Bridging connections with online art

·2 min read

Rails End Gallery and Arts Centre seeks to help bridge the gaps between people with its first-ever online exhibition launched Feb. 27.

Titled “Connection,” the show presents submissions from its members, featuring a wide array of mediums. Besides a physical gallery still viewable at the centre under additional public protocols, it is also available on the centre’s website, with a guided virtual tour.

Curator Laurie Jones said she learned about the format from the Ontario Society of Artists and it was a way to improve access.

“Not everybody’s comfortable yet with being around, especially in public spaces,” Jones said.

The exhibition is an annual salon show, drawing from local talent, Jones said. The pandemic prompted the move to an online addition – and the theme for the show itself.

“It came up out of my own cravings for connections and missing people,” Jones said. “In many ways, we’re looking for alternate ways to connect.”

Artist Rosanna Dewey’s exhibition piece depicts one of those ways. It is an oil painting entitled “Zoom Room” depicting a call on the online meeting platform. She said the show’s theme was poignant.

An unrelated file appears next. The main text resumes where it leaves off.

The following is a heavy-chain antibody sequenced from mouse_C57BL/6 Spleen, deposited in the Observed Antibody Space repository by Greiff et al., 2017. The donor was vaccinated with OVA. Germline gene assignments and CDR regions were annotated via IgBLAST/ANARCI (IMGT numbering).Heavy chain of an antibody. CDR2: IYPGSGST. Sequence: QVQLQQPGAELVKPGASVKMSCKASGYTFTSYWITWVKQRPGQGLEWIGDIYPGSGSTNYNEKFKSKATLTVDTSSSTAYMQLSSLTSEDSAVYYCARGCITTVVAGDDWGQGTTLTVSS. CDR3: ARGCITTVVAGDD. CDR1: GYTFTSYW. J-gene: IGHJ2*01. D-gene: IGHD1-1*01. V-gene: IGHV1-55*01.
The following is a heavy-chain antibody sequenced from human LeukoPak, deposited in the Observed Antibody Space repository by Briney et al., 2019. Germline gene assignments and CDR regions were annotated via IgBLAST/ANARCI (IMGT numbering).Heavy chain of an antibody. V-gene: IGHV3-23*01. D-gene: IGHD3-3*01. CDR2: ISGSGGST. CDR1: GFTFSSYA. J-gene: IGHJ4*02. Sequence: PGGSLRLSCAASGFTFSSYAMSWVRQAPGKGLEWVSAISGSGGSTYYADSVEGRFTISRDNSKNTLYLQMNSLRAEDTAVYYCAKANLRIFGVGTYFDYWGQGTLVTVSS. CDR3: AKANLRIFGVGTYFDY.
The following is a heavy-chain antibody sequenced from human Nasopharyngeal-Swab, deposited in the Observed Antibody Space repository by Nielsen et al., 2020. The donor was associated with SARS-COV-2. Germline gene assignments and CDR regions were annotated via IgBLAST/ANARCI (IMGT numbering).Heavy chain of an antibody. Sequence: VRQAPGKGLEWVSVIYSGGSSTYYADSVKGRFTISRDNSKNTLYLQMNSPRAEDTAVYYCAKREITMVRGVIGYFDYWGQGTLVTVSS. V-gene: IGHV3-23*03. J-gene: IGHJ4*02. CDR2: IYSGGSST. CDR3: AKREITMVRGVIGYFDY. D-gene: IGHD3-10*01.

“It’s so hard to be connected,” Dewey said. “It really made me think about what was going on and what my connections were.”

She said she had some skepticism about the online concept but found it turned out appealing.

“You want to be able to get up close to the artwork and you get more of a sense of the piece,” Dewey said. “But I found that people were still interested. People still needed to go and experience art, even if it was through a Zoom format.”

Arts and Crafts Festival on pause

But the community will miss one big way to connect with art in the summer. The Haliburton Art and Craft Festival – the gallery’s flagship event and fundraiser – is cancelled for the second straight year due to the pandemic, Jones said. She said it would be too logistically challenging to ensure safety amidst the pandemic.

“We don’t want to introduce any risk to our volunteers or staff or vendors or patrons,” Jones said. “Maintaining sanitary conditions would be impossible.”

Jones said the centre needs to decide early to inform artists and give them time to plan. She said there might be alternate programming, but that is being worked out.

For now, the Rails End is still putting on exhibitions and bringing arts to the community.

“We’re not trying to sell anything. We’re trying to provide an experience,” Jones said. “Hopefully, they feel the connection with the creative arts.”

“Connection” runs until April 17 and is available at the centre itself or railsendgallery.com.

Joseph Quigley, Local Journalism Initiative Reporter, The Highlander